The state Senate is likely to confirm Gov. Andrew Cuomo’s nomination to fill the latest vacancy on the state’s highest court. Judge Paul Feinman would be the first openly gay judge on the Court of Appeals.

WBFO Albany Correspondent Karen Dewitt

There was a flurry of activity — along with threats and ultimatums — on Monday at the State Capitol, but there were no agreements on major issues as the session draws to a scheduled close on Wednesday.

WBFO File Photo

The legislature is approaching its final week of the 2017 session, and agreements on outstanding issues, including mayoral control over the state’s largest school system, remain elusive.


Governor Cuomo has named the first openly gay judge to New York’s highest court. Paul Feinman, an appellate court judge and LGBT rights advocate, has been tabbed to fill a vacancy on the New York State Court of Appeals.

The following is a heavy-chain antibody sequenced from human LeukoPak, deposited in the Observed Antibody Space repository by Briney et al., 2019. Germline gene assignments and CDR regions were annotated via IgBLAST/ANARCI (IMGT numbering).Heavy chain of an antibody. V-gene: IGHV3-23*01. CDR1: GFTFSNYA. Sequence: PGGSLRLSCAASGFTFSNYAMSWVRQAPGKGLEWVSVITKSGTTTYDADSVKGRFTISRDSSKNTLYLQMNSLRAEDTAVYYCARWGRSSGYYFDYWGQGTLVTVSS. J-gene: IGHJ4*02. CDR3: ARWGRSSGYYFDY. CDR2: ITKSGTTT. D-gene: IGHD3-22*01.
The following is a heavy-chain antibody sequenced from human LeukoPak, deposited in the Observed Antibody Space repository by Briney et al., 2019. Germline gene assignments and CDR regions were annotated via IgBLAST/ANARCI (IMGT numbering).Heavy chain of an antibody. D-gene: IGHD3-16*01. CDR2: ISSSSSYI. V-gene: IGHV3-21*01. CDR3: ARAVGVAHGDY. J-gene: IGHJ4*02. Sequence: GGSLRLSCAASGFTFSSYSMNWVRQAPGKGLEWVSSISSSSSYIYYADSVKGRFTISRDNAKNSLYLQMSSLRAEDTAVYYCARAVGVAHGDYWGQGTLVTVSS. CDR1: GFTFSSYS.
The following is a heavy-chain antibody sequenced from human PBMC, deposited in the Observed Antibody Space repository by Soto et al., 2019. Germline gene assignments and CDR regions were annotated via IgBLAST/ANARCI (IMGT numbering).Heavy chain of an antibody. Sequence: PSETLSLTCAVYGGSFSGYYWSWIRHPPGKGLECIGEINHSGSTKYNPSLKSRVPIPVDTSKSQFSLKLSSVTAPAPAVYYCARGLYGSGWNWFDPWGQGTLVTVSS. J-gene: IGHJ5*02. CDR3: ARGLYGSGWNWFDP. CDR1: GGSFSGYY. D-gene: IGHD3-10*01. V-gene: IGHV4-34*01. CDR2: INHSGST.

Karen DeWitt

A faction of breakaway Democrats known as the Independent Democratic Conference has been in the news lately for receiving stipend payments for chairing committees that the Senators in fact did not chair. Here’s a look at the history of this power-brokering group of senators and what may be in store for its future.


WBFO File Photo

Legislative leaders are dug in on remaining issues in the 2017 session and are accusing each other of unfairly linking unrelated items to renewal of mayoral control over New York City schools. Time is running out for scheduled meetings.


The New York State legislative session is drawing to a close and Democrats and Republicans are digging in on the remaining issues of 2017. Among them is a measure to extend the New York City mayor’s control of the public schools, which has now been linked to a number of diverse issues affecting people in the rest of the state.

The state budget has been in place for just less than two months and already there are signs that tax revenues may be significantly lower than expected. Anticipated federal tax reductions later this year may be one of the reasons.

WBFO Albany Correspondent Karen Dewitt